Speaking to Sputnik, a military source confirmed Saturday that 120 Daesh militants traveling in 39 pickup trucks armed with large-caliber machineguns were eliminated May 25 as they attempted to flee Raqqa for Palmyra, the central Syrian liberated by government forces earlier this year.
The source added that the Russian military contingent in Syria has received several intelligence reports that Daesh had made a deal with units of the Kurdish-led Syrian Democratic Forces (SDF) operating outside Raqqa, under which militants would be allowed to leave the city unimpeded.
"Upon receiving this information, the command of the Russian contingent in Syria has taken measures to prevent the exodus of Daesh terrorists in the southern direction," the source said.
"Any attempts by Daesh militants to move toward Palmyra and to build up their forces there will be squashed," the source said.
Speaking to Zvezda, the official television channel of the Russian Defense Ministry, Semyon Bagdasarov, a highly respected Russian military and political analyst specializing in Mideast affairs, warned that Daesh militants will be likely to make attempts to break out of the city using humanitarian corridors opened by the Kurdish forces.
"I understand that humanitarian corridors have been opened for Raqqa's [civilian] population to exit the city. It's another thing completely that Daesh militants may well take advantage of these corridors," Bagdasarov said.
"Where they go — in the direction of Palmyra or somewhere else – this is another question," the observer added.
Jihadist militants operating in Syria and Iraq have been known for their use of the cowardly tactic of disguising themselves as civilians (sometimes even as women) to flee the combat zone once the military balance turns against them. Amid the Russian campaign of airstrikes in Syria, which began in 2015, reports emerged that Daesh militants were shaving their beards en masse and fleeing across the Syrian border to Turkey as 'refugees'. Now, it seems that a similar situation may repeat itself in Raqqa.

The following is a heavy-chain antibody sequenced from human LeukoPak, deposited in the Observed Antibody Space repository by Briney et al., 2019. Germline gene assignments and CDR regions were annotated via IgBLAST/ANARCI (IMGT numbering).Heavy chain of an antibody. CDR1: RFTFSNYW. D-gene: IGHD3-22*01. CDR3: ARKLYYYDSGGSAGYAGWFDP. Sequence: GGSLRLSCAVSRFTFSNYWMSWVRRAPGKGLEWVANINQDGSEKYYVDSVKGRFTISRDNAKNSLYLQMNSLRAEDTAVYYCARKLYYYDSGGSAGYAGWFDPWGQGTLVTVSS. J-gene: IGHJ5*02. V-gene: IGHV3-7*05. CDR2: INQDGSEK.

Video published by the US-backed Syrian Democratic Forces, allegedly showing captured Daesh militants disguised in women's clothing.
Asked to comment on the rumored plans of a US-led coalition assault on the city, Bagdasarov noted that such plans have existed since at least last month, but have been held up by diplomatic considerations.
Turkey had voiced its opposition to Washington's plan to arm Kurdish fighters for an assault on Raqqa; Ankara considers Syrian Kurdish groups known as the Kurdish Peoples' Protection Units (YPG), who form the backbone of the SDF, to be terrorists.
Russia has also criticized the US plans, but for a different reason. Earlier this month, Russian Foreign Ministry spokeswoman Maria Zakharova said that all weapons deliveries to Syria must be directed to the country's legitimate, internationally recognized government.
Asked to comment on Moscow's influence on the situation in the self-proclaimed Daesh capital, Bagdasarov said that defensive positions outside the city aside, Russia is not participating in the campaign to storm the city.
"We have no influence on the storming of Raqqa, and are not participating in it. If some number of Daesh militants escape the city and find themselves in the combat zone where our coalition is operating, it will be necessary to fight them." As for the city itself, the observer emphasized that "our influence in the area is small."